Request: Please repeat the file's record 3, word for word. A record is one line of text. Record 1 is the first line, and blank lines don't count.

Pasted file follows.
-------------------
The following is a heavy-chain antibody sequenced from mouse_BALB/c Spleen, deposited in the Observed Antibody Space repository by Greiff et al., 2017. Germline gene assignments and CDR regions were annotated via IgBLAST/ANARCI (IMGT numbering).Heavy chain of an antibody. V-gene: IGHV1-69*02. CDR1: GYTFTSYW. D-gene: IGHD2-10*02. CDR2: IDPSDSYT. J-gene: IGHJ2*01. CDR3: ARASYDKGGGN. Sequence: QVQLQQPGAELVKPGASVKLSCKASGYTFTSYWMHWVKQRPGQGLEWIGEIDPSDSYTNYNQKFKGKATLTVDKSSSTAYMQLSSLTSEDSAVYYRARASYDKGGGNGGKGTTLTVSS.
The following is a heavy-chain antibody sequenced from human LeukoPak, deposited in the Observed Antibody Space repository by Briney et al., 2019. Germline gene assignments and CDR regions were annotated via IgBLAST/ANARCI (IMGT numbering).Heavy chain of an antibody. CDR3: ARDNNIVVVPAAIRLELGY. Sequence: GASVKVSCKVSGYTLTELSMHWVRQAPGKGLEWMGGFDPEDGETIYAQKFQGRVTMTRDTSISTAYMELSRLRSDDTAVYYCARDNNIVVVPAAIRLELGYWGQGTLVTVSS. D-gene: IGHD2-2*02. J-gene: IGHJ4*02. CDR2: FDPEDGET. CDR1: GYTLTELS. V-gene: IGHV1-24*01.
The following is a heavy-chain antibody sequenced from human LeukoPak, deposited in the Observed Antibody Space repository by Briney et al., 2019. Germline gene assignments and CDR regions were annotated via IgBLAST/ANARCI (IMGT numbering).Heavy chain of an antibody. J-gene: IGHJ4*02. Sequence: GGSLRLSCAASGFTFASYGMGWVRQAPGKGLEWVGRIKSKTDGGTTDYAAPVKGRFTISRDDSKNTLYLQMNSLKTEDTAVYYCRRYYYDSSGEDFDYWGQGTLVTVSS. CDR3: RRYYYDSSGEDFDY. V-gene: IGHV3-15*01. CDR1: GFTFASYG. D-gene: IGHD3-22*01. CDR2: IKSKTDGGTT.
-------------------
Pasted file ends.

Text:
The following is a heavy-chain antibody sequenced from human LeukoPak, deposited in the Observed Antibody Space repository by Briney et al., 2019. Germline gene assignments and CDR regions were annotated via IgBLAST/ANARCI (IMGT numbering).Heavy chain of an antibody. J-gene: IGHJ4*02. Sequence: GGSLRLSCAASGFTFASYGMGWVRQAPGKGLEWVGRIKSKTDGGTTDYAAPVKGRFTISRDDSKNTLYLQMNSLKTEDTAVYYCRRYYYDSSGEDFDYWGQGTLVTVSS. CDR3: RRYYYDSSGEDFDY. V-gene: IGHV3-15*01. CDR1: GFTFASYG. D-gene: IGHD3-22*01. CDR2: IKSKTDGGTT.